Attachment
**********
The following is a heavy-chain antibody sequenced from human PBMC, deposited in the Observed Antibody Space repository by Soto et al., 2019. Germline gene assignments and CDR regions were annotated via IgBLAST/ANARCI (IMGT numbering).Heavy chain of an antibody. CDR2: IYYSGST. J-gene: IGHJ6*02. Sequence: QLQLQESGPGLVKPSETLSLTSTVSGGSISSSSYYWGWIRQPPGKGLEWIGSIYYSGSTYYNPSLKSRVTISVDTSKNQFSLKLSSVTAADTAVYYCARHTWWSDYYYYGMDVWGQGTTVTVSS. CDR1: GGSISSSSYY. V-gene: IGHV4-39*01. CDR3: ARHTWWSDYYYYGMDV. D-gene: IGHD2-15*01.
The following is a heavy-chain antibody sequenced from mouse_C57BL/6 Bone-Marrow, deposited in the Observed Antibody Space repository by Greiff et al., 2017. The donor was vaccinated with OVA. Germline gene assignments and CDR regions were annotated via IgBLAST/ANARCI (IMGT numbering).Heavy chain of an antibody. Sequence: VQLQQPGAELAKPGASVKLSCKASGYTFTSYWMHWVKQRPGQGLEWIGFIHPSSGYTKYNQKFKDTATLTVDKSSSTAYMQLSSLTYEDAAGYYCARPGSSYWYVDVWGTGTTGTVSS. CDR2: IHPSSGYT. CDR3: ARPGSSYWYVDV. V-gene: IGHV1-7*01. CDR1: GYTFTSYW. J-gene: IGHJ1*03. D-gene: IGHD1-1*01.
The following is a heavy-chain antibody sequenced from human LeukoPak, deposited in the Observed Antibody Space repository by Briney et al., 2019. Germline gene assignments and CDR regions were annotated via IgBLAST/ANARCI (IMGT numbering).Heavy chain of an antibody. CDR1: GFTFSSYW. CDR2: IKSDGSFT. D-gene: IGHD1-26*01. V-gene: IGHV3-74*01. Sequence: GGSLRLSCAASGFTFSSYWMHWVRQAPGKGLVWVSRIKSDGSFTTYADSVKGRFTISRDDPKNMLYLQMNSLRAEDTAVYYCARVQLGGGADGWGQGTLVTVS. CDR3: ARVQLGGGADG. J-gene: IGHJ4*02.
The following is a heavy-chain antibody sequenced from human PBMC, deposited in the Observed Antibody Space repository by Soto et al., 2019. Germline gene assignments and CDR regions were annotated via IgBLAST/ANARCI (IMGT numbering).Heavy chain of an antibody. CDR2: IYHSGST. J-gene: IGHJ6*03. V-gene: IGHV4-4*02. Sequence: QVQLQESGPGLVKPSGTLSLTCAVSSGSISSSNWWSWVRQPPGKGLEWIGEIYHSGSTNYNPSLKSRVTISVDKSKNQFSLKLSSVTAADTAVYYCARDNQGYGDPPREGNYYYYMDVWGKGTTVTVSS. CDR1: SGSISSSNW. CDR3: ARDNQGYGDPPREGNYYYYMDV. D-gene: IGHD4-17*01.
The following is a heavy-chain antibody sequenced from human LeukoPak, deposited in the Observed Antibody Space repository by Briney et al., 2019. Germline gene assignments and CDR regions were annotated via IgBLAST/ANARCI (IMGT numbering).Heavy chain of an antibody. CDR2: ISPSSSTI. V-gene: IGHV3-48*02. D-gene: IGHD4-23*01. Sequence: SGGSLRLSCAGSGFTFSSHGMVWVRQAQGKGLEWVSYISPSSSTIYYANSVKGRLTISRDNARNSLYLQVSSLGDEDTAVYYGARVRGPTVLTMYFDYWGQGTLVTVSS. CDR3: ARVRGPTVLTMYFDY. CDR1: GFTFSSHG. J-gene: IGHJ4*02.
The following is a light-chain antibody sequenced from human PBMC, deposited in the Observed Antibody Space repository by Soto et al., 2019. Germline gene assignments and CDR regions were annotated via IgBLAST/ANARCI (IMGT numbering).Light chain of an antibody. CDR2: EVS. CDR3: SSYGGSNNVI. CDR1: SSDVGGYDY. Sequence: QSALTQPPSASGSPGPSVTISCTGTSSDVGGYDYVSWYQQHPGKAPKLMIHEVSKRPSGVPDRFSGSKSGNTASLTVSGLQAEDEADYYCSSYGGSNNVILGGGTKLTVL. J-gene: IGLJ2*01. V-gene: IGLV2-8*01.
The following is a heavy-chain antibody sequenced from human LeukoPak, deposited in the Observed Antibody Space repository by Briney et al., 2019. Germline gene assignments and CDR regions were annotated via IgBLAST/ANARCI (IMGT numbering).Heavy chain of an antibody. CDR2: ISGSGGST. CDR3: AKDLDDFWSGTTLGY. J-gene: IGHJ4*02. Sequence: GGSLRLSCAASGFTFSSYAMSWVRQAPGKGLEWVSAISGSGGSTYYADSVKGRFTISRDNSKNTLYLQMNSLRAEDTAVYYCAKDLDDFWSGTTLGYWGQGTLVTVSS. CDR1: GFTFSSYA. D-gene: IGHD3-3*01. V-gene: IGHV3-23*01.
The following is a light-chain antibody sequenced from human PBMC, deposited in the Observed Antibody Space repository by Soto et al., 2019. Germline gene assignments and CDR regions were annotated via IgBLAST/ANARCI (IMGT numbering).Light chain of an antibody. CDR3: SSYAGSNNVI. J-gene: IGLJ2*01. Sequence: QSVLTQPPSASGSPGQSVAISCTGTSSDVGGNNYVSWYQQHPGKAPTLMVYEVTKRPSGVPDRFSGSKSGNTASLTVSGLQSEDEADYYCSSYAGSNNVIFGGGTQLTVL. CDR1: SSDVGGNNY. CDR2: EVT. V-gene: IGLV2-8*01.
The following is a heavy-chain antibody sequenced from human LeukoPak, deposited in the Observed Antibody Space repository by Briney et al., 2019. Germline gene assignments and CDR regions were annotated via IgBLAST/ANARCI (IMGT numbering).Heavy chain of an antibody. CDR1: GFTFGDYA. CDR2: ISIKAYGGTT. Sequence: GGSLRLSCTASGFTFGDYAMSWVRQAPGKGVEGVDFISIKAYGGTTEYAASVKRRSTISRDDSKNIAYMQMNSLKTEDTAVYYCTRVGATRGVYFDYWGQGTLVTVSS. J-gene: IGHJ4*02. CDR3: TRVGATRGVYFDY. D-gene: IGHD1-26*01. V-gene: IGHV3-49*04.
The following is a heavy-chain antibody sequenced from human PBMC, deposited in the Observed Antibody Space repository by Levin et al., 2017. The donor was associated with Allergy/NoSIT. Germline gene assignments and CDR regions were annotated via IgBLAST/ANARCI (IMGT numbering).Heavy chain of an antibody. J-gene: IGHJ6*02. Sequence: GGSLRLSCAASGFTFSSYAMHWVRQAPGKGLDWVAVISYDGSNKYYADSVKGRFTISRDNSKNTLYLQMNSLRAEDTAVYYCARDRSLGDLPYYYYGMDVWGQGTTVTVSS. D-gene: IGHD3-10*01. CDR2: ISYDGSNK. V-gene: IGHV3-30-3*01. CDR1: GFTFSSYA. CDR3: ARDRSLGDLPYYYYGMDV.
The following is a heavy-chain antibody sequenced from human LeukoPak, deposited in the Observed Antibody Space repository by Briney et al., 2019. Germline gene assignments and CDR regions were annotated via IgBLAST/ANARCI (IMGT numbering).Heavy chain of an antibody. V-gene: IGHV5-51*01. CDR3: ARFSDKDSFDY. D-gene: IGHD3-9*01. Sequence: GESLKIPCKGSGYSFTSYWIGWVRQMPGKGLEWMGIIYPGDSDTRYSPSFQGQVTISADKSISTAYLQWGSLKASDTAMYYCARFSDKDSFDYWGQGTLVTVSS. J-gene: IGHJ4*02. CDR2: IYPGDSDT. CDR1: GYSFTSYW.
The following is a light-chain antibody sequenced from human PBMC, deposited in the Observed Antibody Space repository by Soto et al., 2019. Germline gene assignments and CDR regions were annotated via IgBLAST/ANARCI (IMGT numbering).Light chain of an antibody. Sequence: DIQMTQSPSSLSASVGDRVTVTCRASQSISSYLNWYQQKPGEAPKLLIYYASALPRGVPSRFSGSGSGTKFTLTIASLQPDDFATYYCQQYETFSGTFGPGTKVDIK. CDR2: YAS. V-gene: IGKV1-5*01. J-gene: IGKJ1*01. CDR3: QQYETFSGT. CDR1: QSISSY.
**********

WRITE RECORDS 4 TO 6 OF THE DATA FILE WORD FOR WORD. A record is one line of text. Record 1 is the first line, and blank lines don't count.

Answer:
The following is a heavy-chain antibody sequenced from human PBMC, deposited in the Observed Antibody Space repository by Soto et al., 2019. Germline gene assignments and CDR regions were annotated via IgBLAST/ANARCI (IMGT numbering).Heavy chain of an antibody. CDR2: IYHSGST. J-gene: IGHJ6*03. V-gene: IGHV4-4*02. Sequence: QVQLQESGPGLVKPSGTLSLTCAVSSGSISSSNWWSWVRQPPGKGLEWIGEIYHSGSTNYNPSLKSRVTISVDKSKNQFSLKLSSVTAADTAVYYCARDNQGYGDPPREGNYYYYMDVWGKGTTVTVSS. CDR1: SGSISSSNW. CDR3: ARDNQGYGDPPREGNYYYYMDV. D-gene: IGHD4-17*01.
The following is a heavy-chain antibody sequenced from human LeukoPak, deposited in the Observed Antibody Space repository by Briney et al., 2019. Germline gene assignments and CDR regions were annotated via IgBLAST/ANARCI (IMGT numbering).Heavy chain of an antibody. CDR2: ISPSSSTI. V-gene: IGHV3-48*02. D-gene: IGHD4-23*01. Sequence: SGGSLRLSCAGSGFTFSSHGMVWVRQAQGKGLEWVSYISPSSSTIYYANSVKGRLTISRDNARNSLYLQVSSLGDEDTAVYYGARVRGPTVLTMYFDYWGQGTLVTVSS. CDR3: ARVRGPTVLTMYFDY. CDR1: GFTFSSHG. J-gene: IGHJ4*02.
The following is a light-chain antibody sequenced from human PBMC, deposited in the Observed Antibody Space repository by Soto et al., 2019. Germline gene assignments and CDR regions were annotated via IgBLAST/ANARCI (IMGT numbering).Light chain of an antibody. CDR2: EVS. CDR3: SSYGGSNNVI. CDR1: SSDVGGYDY. Sequence: QSALTQPPSASGSPGPSVTISCTGTSSDVGGYDYVSWYQQHPGKAPKLMIHEVSKRPSGVPDRFSGSKSGNTASLTVSGLQAEDEADYYCSSYGGSNNVILGGGTKLTVL. J-gene: IGLJ2*01. V-gene: IGLV2-8*01.